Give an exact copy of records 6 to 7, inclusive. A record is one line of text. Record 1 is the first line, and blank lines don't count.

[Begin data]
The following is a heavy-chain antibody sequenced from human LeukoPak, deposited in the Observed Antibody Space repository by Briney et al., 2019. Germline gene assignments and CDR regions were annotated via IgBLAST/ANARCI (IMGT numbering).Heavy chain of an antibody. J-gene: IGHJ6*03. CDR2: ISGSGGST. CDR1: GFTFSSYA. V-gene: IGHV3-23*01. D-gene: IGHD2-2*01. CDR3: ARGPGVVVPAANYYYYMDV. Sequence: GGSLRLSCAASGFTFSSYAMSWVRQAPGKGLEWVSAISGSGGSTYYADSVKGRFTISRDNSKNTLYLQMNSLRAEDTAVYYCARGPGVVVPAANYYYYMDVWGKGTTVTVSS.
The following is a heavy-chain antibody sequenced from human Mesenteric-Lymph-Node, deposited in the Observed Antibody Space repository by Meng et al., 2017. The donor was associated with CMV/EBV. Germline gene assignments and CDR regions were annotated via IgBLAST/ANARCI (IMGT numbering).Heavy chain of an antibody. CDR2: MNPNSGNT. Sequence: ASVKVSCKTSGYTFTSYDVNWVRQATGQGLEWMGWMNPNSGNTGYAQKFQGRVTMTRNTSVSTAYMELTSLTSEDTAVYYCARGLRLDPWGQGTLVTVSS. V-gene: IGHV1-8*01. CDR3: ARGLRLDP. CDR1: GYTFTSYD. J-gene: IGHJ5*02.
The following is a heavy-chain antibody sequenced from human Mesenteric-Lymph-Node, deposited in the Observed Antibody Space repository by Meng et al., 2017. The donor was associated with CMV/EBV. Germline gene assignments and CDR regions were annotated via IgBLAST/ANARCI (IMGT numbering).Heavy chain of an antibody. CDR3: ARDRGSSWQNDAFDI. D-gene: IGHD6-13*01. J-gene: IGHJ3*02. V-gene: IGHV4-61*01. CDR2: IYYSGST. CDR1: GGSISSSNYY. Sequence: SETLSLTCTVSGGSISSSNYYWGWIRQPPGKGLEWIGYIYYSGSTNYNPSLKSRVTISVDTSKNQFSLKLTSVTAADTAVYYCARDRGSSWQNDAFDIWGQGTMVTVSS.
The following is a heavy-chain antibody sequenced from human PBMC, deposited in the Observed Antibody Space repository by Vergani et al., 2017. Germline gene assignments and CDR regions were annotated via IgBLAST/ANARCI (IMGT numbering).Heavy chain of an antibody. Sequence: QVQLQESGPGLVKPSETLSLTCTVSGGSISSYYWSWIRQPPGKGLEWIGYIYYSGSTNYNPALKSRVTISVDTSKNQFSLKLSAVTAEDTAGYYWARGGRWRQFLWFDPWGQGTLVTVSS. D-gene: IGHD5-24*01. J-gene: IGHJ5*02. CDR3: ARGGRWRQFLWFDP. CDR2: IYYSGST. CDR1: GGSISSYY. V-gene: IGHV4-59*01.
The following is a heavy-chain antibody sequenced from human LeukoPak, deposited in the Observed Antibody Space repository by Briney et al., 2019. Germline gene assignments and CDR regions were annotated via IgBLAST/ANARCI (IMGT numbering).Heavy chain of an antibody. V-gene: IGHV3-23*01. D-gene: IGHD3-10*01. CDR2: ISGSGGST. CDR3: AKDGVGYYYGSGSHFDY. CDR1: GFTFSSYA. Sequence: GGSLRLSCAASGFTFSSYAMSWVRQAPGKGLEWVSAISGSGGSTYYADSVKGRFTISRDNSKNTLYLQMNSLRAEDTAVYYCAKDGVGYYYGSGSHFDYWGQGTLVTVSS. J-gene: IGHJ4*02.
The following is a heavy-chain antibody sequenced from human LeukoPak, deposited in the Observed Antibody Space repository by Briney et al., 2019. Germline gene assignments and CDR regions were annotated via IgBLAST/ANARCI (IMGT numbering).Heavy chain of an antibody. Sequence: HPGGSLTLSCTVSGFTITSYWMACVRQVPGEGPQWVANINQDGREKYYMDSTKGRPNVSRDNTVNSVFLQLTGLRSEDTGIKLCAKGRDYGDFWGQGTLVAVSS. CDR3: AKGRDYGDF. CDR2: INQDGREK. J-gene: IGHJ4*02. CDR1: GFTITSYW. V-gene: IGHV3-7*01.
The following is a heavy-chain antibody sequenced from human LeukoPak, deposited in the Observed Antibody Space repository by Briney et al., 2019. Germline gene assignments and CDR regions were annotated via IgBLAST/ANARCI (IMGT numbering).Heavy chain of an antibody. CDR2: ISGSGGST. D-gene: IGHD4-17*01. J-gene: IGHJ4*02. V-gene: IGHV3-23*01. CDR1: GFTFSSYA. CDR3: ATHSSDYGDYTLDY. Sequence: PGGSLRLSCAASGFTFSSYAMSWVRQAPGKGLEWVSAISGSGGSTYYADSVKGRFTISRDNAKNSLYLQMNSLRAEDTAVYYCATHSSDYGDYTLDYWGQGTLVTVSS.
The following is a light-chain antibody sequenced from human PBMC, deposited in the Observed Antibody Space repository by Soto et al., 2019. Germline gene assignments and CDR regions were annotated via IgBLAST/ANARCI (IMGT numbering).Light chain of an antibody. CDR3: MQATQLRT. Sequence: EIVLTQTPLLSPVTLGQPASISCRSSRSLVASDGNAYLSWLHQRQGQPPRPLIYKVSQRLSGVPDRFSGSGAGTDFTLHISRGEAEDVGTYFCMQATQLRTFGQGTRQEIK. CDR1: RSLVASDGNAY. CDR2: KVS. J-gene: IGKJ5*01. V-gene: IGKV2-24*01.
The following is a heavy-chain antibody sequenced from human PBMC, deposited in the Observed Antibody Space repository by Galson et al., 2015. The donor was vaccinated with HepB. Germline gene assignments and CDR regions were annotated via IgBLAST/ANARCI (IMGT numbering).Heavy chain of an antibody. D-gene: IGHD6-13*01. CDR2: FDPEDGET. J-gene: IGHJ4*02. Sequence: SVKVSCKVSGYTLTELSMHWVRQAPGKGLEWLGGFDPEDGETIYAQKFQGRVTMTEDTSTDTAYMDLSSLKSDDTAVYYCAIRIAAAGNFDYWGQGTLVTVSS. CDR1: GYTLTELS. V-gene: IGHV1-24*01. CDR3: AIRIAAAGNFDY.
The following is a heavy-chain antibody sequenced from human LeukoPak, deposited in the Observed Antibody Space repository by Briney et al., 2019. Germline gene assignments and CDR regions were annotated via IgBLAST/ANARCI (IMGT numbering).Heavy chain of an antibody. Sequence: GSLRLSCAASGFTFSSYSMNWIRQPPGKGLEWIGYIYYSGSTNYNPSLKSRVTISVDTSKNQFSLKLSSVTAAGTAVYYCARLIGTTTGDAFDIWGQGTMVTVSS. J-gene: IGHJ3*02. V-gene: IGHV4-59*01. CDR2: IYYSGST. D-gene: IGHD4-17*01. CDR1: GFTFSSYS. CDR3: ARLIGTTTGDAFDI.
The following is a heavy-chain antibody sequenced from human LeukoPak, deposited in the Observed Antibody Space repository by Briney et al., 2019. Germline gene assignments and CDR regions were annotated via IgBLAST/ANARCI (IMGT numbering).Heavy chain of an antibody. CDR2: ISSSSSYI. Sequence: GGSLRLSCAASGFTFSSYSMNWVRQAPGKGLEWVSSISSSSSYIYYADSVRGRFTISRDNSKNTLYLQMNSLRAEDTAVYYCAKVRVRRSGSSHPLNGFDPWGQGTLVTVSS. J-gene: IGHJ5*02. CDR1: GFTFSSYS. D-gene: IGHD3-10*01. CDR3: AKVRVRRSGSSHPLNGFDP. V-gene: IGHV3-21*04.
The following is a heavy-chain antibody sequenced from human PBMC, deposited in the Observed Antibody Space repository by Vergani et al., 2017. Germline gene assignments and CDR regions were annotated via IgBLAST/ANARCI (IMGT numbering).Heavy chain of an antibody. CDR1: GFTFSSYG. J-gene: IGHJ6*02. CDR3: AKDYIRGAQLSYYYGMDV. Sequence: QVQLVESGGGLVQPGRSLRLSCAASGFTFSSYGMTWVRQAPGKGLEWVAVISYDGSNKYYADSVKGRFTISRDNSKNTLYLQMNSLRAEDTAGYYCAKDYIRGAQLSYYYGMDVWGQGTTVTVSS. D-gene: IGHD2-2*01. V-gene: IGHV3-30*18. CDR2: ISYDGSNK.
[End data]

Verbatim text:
The following is a heavy-chain antibody sequenced from human LeukoPak, deposited in the Observed Antibody Space repository by Briney et al., 2019. Germline gene assignments and CDR regions were annotated via IgBLAST/ANARCI (IMGT numbering).Heavy chain of an antibody. Sequence: HPGGSLTLSCTVSGFTITSYWMACVRQVPGEGPQWVANINQDGREKYYMDSTKGRPNVSRDNTVNSVFLQLTGLRSEDTGIKLCAKGRDYGDFWGQGTLVAVSS. CDR3: AKGRDYGDF. CDR2: INQDGREK. J-gene: IGHJ4*02. CDR1: GFTITSYW. V-gene: IGHV3-7*01.
The following is a heavy-chain antibody sequenced from human LeukoPak, deposited in the Observed Antibody Space repository by Briney et al., 2019. Germline gene assignments and CDR regions were annotated via IgBLAST/ANARCI (IMGT numbering).Heavy chain of an antibody. CDR2: ISGSGGST. D-gene: IGHD4-17*01. J-gene: IGHJ4*02. V-gene: IGHV3-23*01. CDR1: GFTFSSYA. CDR3: ATHSSDYGDYTLDY. Sequence: PGGSLRLSCAASGFTFSSYAMSWVRQAPGKGLEWVSAISGSGGSTYYADSVKGRFTISRDNAKNSLYLQMNSLRAEDTAVYYCATHSSDYGDYTLDYWGQGTLVTVSS.